Ernie has it right

There is nothing to writing. All you do is sit down at a typewriter and bleed.”
— Ernest Hemingway

There have been times when I sat down and the words flowed as easily as the beagle’s margaritas sliding down my throat. Other times, it’s been like my attempts at baking…soppy, wet, sludgy things that by any other name, by any other cook, would be a cake.

How ’bout it…do you bleed, or do your stories flow forth with ease? Me ‘n Ernie…we be mates.

14 Responses to Ernie has it right

  1. spbowers says:

    I have times of ease and times of bleeding. I think I need both to write. They compliment each other. The ones where I struggle and bleed onto the paper though are the scenes that are the best, the ones I’m the most proud of.

  2. Amanda Adams says:

    When I wrote my book, there were very few parts that were terribly painful to write, and some of them got whacked before it ever found its way to you, Lynn. But I think that’s because I’d lived so much of what I wrote and had written or told it in some form before on the Carepage blog or just in conversation. So, I knew the road I was traveling and terrain under my feet.

    That said, when it was all done and pretty and ready for reading, I read it aloud as one final check on the language and search for typos or awkward sentences. I didn’t make it through the prologue without falling apart completely. I think it was Ernie’s blood loss. I’ve read the same aloud since, and I can manage it now, but the first time broke me in new places. So maybe it was a thousand little cuts and the end result left me oxygen deprived. I’m better now, but I was unsettled by the effect. He’s right but like booze (his other area of expertise) we all respond to the bleeding differently.

  3. My words struggle to match the elegance and exquisite beauty of the scenes unfolding in my head. The characters stumble and fall before they become recognizable…after the bruising goes down.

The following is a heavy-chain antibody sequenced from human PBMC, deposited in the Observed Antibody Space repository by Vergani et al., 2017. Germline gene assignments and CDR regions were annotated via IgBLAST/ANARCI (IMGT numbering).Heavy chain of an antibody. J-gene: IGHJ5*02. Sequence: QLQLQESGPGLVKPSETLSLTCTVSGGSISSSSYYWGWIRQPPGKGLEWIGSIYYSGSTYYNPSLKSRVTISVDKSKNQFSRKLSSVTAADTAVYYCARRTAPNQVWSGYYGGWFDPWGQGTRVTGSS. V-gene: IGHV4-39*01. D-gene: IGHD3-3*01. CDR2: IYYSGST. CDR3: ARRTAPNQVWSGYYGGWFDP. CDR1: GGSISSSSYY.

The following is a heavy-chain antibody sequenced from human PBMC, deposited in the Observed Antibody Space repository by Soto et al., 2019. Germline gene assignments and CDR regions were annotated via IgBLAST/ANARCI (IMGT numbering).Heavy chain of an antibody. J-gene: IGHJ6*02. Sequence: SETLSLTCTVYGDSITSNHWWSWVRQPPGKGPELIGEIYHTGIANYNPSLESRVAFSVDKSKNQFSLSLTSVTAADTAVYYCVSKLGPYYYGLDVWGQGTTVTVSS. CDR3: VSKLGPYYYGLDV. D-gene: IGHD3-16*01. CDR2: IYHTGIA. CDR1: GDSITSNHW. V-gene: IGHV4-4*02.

4. Louise Curtis says:

    First drafts tend to be a chocolate-loaded release of stories that have been bubbling away in an irritating manner for months or years. It doesn’t get bloody until about the fifth draft, when I’m close to sending it somewhere and I hate every word.

    Louise Curtis

  5. AstonWest says:

    Add me in the half-and-half…some stories come easier than others.

  6. tbrosz says:

    The writing itself – scenes, dialogue, and description – usually flows like a faucet. It’s trying to construct a workable story and plot that eventually has me sitting in a small pile of my own hair.

  7. Lev Raphael says:

    Writing has never been a torment for me. It’s as good as sex and half as messy.

  8. My first drafts flow like a river of joy, but the rewrites and re-plotting take an eternity. Within a chapter or two of starting a new novel I’m so in love with my own brilliance that it carries me right through until someone else reads the drivel. Then the joy is over and the work begins of turning it into a book.

  9. Lev Raphael says:

    I’m really glad that I love revision!

    I did at least ten serious revisions of my most recent anthologized story, happy to work with an editor who was that dedicated and that clear-eyed about the book in general and my story specifically:
    http://www.upne.com/1-58465-939-4.html

    I’ve been lucky to have almost always had good, even inspiring editors from the very beginning of my career, whether for newspapers and magazines, several dozen anthologies, or books.

  10. I’m with you, Lev. I adore rewrites. The first few drafts are me telling myself the story. By the time it gets to an editor, I’m always so relieved they find all the warts that my writer’s eye has become blind to, that I pounce into editing like a girl getting ready for her first date.

  11. Lev Raphael says:

    Great image! I feel myself with the best editors in revision doing jazz improvisation, going someplace neither of us expected to go.

  12. Lev Raphael says:

    Great image! I feel myself with the best editors in revision doing jazz improvisation, going someplace neither of us expected to go, but that was there, waiting.

  13. Bill Webb says:

    There are days when trying to write a one-word sentence baffles me.

    Rewrites are where the gushing blood ocurrs.

  14. Lev Raphael says:

    And I see the revision process as vacation at a spa where the pampering begins. Instead of having to send your project out overweight with a bad haircut, you get to give it a massage, a mani/pedi, a stylish cut and maybe even buy some cool stuff at the boutique….. It keeps me going because I know nothing is ever as good as it could be but I can always get to a point where I can say, “Lookin’ good!” and let go.

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